10.  At least one, in which Horsham Society was involved closely, was recognised as being so successful that it was the subject of Traffic Advisory Leaflet 2/92 published by the Department of Transport to demonstrate its advantages. In this case, of the five alternatives exposed for public debate, one which had been canvassed widely by the Society years before was recognised to be the most practical and cost effective solution.

  11.  The more extensive scheme at Chichester, covering as it does the heart of the city, is no less successful.

  12.  In both places the benefits to the community have been dramatic, because the tranquillity of the streets has been restored to the benefit of pedestrians and traders alike.

  13.  These are two limited examples only. Each place is unique, presenting its own problems and solutions, but we believe the following principles can be applied universally:

    —  to restore to town and village centres the hub of the community where vehicles have destroyed it;

    —  to restrict access by vehicles to essential servicing only;

    —  to create the maximum area from which vehicles should be proscribed completely, thereby releasing as much space as possible for activities compatible with movement by pedestrians only;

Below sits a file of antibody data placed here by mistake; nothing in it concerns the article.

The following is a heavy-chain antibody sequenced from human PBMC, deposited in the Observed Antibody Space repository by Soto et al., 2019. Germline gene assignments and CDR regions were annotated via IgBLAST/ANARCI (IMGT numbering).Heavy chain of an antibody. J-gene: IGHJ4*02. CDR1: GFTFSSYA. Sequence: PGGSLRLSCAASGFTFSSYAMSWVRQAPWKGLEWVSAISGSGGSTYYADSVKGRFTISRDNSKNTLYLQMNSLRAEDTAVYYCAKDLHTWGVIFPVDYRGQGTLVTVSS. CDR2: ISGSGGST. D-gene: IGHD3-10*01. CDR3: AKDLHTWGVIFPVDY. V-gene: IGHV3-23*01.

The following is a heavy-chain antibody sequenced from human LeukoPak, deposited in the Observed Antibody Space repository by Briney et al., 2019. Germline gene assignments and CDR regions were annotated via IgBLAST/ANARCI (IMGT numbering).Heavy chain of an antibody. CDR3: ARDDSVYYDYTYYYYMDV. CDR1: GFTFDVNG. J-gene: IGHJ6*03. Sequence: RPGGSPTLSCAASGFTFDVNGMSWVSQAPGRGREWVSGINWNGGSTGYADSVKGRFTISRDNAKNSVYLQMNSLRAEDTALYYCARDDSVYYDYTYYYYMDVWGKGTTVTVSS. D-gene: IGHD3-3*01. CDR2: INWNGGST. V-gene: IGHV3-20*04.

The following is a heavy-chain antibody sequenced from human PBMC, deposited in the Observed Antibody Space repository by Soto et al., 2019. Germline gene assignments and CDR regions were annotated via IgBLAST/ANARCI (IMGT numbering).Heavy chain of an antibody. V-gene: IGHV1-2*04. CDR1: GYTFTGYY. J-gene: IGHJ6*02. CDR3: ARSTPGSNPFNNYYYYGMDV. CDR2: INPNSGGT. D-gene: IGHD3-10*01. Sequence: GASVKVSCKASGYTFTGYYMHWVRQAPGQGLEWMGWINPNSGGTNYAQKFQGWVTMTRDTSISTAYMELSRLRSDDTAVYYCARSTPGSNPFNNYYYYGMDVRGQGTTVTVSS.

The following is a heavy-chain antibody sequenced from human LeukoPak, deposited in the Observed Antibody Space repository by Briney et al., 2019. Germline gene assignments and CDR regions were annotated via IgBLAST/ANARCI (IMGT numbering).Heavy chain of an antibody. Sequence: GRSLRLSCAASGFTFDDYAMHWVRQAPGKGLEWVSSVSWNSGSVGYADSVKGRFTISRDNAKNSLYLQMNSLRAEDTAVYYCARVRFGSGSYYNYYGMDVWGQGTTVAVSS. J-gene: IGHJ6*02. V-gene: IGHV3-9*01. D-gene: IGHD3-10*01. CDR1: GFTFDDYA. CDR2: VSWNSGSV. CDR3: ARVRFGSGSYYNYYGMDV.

—  to enhance the environment within the space enclosed by the outer limits with live and hard landscaping, complemented with well designed street furniture to harmonise with the built environment.


  14.  We are doubtful whether all the relevant professionals have the appropriate skills and training. Although we sense that some are shifting their ground there is still ample evidence that a culture change is necessary, especially on the part of highway engineers, some of whom remain blinkered in their attitudes.


  15.  To promote walking Government Departments have disseminated recommendations and policies already. These are on the right lines, but there is a gap between the statements of principle and practical application locally.

  16.  Funding is a problem unless undertaken with commercial development when planning gain is a feature of planning negotiations, because pedestrianisation in particular is a costly undertaking in older (18-19 century) urban centres where complex issues of re-routing drainage and services arise.

  17.  We cannot say how budgeting profiles should be modified to take account of these contingencies. Nevertheless there is no doubt that creating a pedestrianised centre in any established town or village centre necessitates major road and accommodation works to handle revised traffic flows.

  18.  If these cannot be funded by means of planning gain in the course of negotiations with the developers involved the present profile of grants for highway works may need to be reviewed.


  19.  We are doubtful about setting national targets and a National Strategy, except perhaps by recommending the application of general principles such as those summarised at paragraph 13 above. These have the merits of restoring tranquillity to areas where people congregate in greatest numbers, improving the quality of the environment and providing a direct incentive to set aside the slavish dependence upon "door to door" use of private transport.

D G Kemp
January 2001